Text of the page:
I do not have anything against blue collar workers, but most of my other relatives and friends live in neighborhoods populated by lawyers, doctors, professors, financial people, educators, architects, small business owners and others who would be categorized as white collar professionals.

Those neighborhoods tend to be quieter than ours with better kept homes, nicer landscaping, better vehicles around, and more Labradors and Golden Retrievers than the favored pets of those in our neighborhood, pit bulls.

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Most of the pit bulls in our hood are behind fences, but at least two are generally allowed to roam around freely.

I have looked at houses in better neighborhoods, meaning more expensive, less crime and, most importantly, better neighbors, for nearly fifeen years since purchasing our modest home in our modest neighborhood.  Truth be told, I never thought that I would find myself raising a family and residing permanently in a lower Middle Class neighborhood.

Dreaming again recently of actually moving, I searched homes on Redfin.com, which allows one to search by school district, even high schools, which is important considering residents of the town that we live in and parts of two neighboring towns can attend one of four high schools depending on what neighborhood you live in.

 

1109 Beach Comber Dr

 

The above home is the type that I aspire to and is described as follows:

“Beautifully updated 4 bedroom / 2.1 bath single family home in the highly desirable [name of subdivision] subdivision of [name of northwest suburban town]! The best 10 of 10 schools in district [my son’s former and daughter’s current school district]. Located on a quiet side street only three minutes from the [nearby] X-Way.”

“Top floor has all four bedrooms, updated bathrooms, extra large 28 X 12 master bedroom and new carpet. The main floor has all new dark oak hardwood floors, bay windows, new 42 in cabinets in the eat-in kitchen, exclusive slate GE appliances, granite counters and new front loading W/ D in laundry room. The lower level is finished with a wet bar and new carpet. The large fenced in backyard includes a great kids play set and paved patio for entertaining! Includes an extended home warranty through January 2018.”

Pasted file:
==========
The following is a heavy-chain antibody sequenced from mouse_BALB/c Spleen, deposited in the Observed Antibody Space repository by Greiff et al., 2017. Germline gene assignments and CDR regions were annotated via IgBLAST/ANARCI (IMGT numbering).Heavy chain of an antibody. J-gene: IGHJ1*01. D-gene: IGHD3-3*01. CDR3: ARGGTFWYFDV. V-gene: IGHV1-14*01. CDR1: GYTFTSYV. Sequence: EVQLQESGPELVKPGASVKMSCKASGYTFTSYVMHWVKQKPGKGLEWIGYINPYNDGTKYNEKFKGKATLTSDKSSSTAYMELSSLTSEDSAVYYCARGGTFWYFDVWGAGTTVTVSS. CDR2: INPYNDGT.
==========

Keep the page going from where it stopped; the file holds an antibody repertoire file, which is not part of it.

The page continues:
The asking price is $385K!  More than this Middle Class Guy can afford by over $100,000.  Our so-called master bedroom is 14 X 12, exactly half the size of this house, and our son’s bedroom is a mere 12 X 10 and I am ashamed to write that our daughter’s bedroom is under 100 square feet. In many towns, that would not make the minimum Building Code requirement for a bedroom, but it did in our Middle Class post-war suburb in 1961.

Here is another in a neighborhood that I like better than the above home, and this one is priced at a mere $369,900.

434 Redwood Ln
Read the compelling ad for this one: “Location, Location, Location! Quiet, tree-lined dead end street. Beautiful [name of neighborhood] tri-level with a sub-basement. Modern open floor plan with welcoming entry foyer. Formal living room has vaulted ceilings. Custom designed hardwood floors throughout the home. Bright kitchen features granite counters, large island with breakfast bar, all stainless steel Kitchen Aid appliances (including 2 drawer dishwasher), lots of updated cabinets and counter space, picture window, canned lighting and breakfast area.”
“Huge family room with Stone wood burning Fireplace. Newly Finished Basement is theater room with new porcelain wood-look tile floors and canned lighting. Large master bedroom with a view to the private yard. Upstairs hall bath w/ dual sinks. Other 3 bedrooms are generously sized. 6 panel doors w/ new hardware. New trim, freshly painted throughout. Updated electric outlets and light switches. Some newer windows. Furnace 3 years old. Roof + siding 2011. 2 1/2 car garage. Mature landscaping.”
I must ask you, Dear Reader, are these two above homes above and beyond what a Middle Class Guy should wish for?  Do you live in a home like this? Even better?  Perhaps you live in a trailer and aspire to a detached home. Perhaps you live in an apartment or a condominium and aspire to the same.  Perhaps you live in a house like this and cannot really afford it, or perhaps it is paid off and you are becoming an empty nester and are ready to sell the place and move to a condo in Boca Raton.
Anyway, I am a very persistent Middle Class Guy and, although this blog is yet to earn one red cent, I plan on making some money online whether via this blog, publishing e-books, starting a podcast, writing for others for small amounts via Fiverr and the like, but even though I am now closer to 50 than 40, I still hope and dream to move up to a nicer home.

Sometimes while perusing better homes than ours on Trulia.com or Redfin.com, I am reminded of a lyric for a song entitled “Cursed Male” by Porno for Pyros: “All the guys that really have the money are too old to have a good time with it.  Too old to turn the women on.  Too old to have a fast car and drive it.”  

In other words, I believe that some sunny day, it would not necessarily be a curse, but that I would finally have enough money to purchase a home like one of these two, but it would be too late for me to watch my children (one in college, one in 8th grade) grow up in a nicer house in a nicer neighborhood, which was the plan.  By that time, my wife and I would be more likely to seek out a one-story ranch home in the area due to the mobility problems that I already have, and are unlikely to improve with age.